In 1940, during the Battle of France, it was apparent that the main tank of the German forces, the Panzer II, was unsuitable as a tank; though mechanically sound, it was both under-gunned and under-armoured. Thus, when the need arose for a self-propelled artillery vehicle, the Panzer II was a natural choice, removing the vehicles from front line service and extending their usable lifespan.
The design for the Wespe was produced by Alkett, and was based on the Panzer II Ausf. F chassis. Amongst other modifications the engine was moved forward and the chassis was slightly lengthened to gain sufficient space for the rear-mounted 10.5 cm leFH 18 howitzer. The lighly armored superstructure (10 mm armor) was open to the top and rear. Production of the vehicles was carried out at various plants, mainly in occupied Poland, Specifically Warsaw's FAMO factory.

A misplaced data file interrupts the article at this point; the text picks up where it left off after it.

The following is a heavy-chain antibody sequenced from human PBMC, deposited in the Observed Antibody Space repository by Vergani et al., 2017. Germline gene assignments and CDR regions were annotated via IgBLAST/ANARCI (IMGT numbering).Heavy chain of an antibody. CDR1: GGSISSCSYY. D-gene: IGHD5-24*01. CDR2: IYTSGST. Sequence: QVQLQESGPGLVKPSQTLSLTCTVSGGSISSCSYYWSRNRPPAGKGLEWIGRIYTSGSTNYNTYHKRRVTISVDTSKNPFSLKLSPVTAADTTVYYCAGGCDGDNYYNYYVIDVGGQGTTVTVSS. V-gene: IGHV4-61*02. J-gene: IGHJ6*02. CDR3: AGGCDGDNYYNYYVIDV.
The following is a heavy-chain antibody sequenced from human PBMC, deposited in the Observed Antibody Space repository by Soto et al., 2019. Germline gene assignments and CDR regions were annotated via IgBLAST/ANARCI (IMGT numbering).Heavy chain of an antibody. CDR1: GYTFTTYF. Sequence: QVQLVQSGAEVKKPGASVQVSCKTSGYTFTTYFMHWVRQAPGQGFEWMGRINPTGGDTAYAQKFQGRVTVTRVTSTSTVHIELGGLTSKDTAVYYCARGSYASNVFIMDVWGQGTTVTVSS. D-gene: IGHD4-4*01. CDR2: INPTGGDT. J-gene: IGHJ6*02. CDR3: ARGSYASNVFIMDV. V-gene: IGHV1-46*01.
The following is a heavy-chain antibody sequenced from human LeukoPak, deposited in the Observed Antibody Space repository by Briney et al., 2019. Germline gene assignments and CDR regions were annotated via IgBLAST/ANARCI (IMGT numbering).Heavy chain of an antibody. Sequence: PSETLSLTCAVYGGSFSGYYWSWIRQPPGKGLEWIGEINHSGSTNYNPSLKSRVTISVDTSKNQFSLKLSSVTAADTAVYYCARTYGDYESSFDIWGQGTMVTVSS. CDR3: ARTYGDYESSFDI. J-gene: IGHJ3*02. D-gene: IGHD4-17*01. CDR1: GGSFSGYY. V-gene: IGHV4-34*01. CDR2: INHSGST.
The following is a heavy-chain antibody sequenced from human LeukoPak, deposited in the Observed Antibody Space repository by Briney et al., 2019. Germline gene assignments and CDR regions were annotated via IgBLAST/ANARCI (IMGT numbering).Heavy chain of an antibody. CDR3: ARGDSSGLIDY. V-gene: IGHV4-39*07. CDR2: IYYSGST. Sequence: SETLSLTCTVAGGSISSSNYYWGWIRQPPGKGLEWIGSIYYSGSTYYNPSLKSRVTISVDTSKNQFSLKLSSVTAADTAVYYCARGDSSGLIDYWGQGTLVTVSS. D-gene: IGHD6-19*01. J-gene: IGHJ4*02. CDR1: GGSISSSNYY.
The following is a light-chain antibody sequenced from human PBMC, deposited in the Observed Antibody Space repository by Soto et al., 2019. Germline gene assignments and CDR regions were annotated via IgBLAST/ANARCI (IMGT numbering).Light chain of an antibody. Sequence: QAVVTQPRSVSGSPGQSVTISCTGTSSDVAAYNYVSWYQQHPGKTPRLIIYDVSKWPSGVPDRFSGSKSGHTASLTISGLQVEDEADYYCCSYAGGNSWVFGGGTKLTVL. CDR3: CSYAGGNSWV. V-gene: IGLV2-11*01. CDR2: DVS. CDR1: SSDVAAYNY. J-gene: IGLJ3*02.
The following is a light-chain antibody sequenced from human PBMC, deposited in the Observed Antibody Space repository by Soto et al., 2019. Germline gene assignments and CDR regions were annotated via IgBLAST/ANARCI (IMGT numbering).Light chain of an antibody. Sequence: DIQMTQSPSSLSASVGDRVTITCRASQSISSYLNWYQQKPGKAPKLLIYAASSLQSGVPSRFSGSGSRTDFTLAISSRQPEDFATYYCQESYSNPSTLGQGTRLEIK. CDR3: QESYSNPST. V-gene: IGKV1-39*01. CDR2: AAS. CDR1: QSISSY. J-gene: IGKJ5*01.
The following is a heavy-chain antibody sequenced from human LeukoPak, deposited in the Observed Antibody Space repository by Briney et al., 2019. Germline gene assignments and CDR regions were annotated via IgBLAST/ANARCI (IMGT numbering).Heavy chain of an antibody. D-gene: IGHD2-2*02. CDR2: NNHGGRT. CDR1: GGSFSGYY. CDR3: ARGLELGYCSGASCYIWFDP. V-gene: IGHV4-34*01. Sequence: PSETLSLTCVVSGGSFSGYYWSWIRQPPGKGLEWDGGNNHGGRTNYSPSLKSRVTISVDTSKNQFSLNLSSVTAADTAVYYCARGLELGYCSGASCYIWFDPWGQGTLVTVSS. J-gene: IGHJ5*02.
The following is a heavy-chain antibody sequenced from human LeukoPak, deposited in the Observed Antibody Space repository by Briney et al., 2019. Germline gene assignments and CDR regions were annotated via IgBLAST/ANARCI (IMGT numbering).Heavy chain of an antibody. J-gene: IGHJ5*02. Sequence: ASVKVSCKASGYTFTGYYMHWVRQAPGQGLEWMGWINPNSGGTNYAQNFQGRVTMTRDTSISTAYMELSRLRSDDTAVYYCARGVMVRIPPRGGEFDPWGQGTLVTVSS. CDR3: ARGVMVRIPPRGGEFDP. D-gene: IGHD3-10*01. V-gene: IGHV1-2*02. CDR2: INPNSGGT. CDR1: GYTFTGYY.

The Wespe was very popular with the crew of Afrika Korps and Panzer Divisions because of its high maneuverability.
The Wespe first saw combat in 1943 on the Eastern Front, and proved so successful that Hitler ordered all Panzer II production to be reserved for the Wespe alone, dropping other projects such as the Marder II self-propelled anti-tank gun. They were allocated to the armored artillery battalions (Panzerartillerie Abteilungen) of Panzer divisions along with heavier Hummel self-propelled guns. The Wespe had major success because of its ability to fit in with the German plan of Blitzkrieg by having a great mobility along with firepower.
The Wespe stayed in production from February 1943 until mid-1944. By that time, 682 had been produced, with an additional 158 built as weaponless ammunition carriers.